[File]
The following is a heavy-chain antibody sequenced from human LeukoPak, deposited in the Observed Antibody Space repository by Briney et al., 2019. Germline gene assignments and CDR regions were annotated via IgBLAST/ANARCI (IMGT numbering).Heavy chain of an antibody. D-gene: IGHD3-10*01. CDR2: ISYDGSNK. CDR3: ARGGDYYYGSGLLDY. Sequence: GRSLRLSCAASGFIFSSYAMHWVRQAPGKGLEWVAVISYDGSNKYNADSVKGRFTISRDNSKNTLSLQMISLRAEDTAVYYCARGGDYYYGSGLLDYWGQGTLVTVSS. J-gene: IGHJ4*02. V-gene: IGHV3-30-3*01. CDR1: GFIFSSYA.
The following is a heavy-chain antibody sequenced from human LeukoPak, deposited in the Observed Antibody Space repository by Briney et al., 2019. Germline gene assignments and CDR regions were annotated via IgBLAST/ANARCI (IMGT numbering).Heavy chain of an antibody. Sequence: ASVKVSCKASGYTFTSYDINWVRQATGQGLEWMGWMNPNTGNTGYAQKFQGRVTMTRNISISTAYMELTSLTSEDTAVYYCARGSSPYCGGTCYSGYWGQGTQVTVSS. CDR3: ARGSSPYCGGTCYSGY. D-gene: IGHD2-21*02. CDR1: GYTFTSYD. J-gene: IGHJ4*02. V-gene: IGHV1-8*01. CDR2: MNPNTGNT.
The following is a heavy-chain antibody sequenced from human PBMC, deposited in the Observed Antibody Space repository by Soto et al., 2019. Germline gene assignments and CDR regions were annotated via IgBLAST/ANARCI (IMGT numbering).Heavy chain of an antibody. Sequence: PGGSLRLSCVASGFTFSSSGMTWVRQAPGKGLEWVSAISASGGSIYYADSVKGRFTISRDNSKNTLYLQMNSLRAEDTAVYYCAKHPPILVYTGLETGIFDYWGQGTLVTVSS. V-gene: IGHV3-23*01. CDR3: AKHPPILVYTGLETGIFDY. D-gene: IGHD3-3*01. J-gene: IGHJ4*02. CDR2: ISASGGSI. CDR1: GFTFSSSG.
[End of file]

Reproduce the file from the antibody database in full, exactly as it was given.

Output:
The following is a heavy-chain antibody sequenced from human LeukoPak, deposited in the Observed Antibody Space repository by Briney et al., 2019. Germline gene assignments and CDR regions were annotated via IgBLAST/ANARCI (IMGT numbering).Heavy chain of an antibody. D-gene: IGHD3-10*01. CDR2: ISYDGSNK. CDR3: ARGGDYYYGSGLLDY. Sequence: GRSLRLSCAASGFIFSSYAMHWVRQAPGKGLEWVAVISYDGSNKYNADSVKGRFTISRDNSKNTLSLQMISLRAEDTAVYYCARGGDYYYGSGLLDYWGQGTLVTVSS. J-gene: IGHJ4*02. V-gene: IGHV3-30-3*01. CDR1: GFIFSSYA.
The following is a heavy-chain antibody sequenced from human LeukoPak, deposited in the Observed Antibody Space repository by Briney et al., 2019. Germline gene assignments and CDR regions were annotated via IgBLAST/ANARCI (IMGT numbering).Heavy chain of an antibody. Sequence: ASVKVSCKASGYTFTSYDINWVRQATGQGLEWMGWMNPNTGNTGYAQKFQGRVTMTRNISISTAYMELTSLTSEDTAVYYCARGSSPYCGGTCYSGYWGQGTQVTVSS. CDR3: ARGSSPYCGGTCYSGY. D-gene: IGHD2-21*02. CDR1: GYTFTSYD. J-gene: IGHJ4*02. V-gene: IGHV1-8*01. CDR2: MNPNTGNT.
The following is a heavy-chain antibody sequenced from human PBMC, deposited in the Observed Antibody Space repository by Soto et al., 2019. Germline gene assignments and CDR regions were annotated via IgBLAST/ANARCI (IMGT numbering).Heavy chain of an antibody. Sequence: PGGSLRLSCVASGFTFSSSGMTWVRQAPGKGLEWVSAISASGGSIYYADSVKGRFTISRDNSKNTLYLQMNSLRAEDTAVYYCAKHPPILVYTGLETGIFDYWGQGTLVTVSS. V-gene: IGHV3-23*01. CDR3: AKHPPILVYTGLETGIFDY. D-gene: IGHD3-3*01. J-gene: IGHJ4*02. CDR2: ISASGGSI. CDR1: GFTFSSSG.